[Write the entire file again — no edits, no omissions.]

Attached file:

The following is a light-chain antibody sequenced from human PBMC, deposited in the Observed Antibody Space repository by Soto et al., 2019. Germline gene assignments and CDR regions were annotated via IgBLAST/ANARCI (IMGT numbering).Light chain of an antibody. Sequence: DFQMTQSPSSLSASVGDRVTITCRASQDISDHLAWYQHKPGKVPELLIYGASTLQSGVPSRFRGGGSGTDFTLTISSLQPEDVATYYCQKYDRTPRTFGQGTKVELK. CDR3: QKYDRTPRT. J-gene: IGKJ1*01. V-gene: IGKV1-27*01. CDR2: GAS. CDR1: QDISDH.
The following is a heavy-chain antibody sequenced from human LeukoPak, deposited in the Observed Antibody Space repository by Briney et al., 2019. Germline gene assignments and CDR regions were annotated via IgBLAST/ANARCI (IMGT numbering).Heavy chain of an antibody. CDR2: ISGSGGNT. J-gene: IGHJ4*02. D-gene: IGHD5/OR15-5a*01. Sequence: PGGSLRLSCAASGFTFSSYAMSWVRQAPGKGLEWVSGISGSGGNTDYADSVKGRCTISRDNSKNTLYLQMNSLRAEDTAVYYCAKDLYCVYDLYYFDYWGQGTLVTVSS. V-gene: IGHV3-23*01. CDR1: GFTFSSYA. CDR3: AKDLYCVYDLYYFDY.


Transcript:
The following is a light-chain antibody sequenced from human PBMC, deposited in the Observed Antibody Space repository by Soto et al., 2019. Germline gene assignments and CDR regions were annotated via IgBLAST/ANARCI (IMGT numbering).Light chain of an antibody. Sequence: DFQMTQSPSSLSASVGDRVTITCRASQDISDHLAWYQHKPGKVPELLIYGASTLQSGVPSRFRGGGSGTDFTLTISSLQPEDVATYYCQKYDRTPRTFGQGTKVELK. CDR3: QKYDRTPRT. J-gene: IGKJ1*01. V-gene: IGKV1-27*01. CDR2: GAS. CDR1: QDISDH.
The following is a heavy-chain antibody sequenced from human LeukoPak, deposited in the Observed Antibody Space repository by Briney et al., 2019. Germline gene assignments and CDR regions were annotated via IgBLAST/ANARCI (IMGT numbering).Heavy chain of an antibody. CDR2: ISGSGGNT. J-gene: IGHJ4*02. D-gene: IGHD5/OR15-5a*01. Sequence: PGGSLRLSCAASGFTFSSYAMSWVRQAPGKGLEWVSGISGSGGNTDYADSVKGRCTISRDNSKNTLYLQMNSLRAEDTAVYYCAKDLYCVYDLYYFDYWGQGTLVTVSS. V-gene: IGHV3-23*01. CDR1: GFTFSSYA. CDR3: AKDLYCVYDLYYFDY.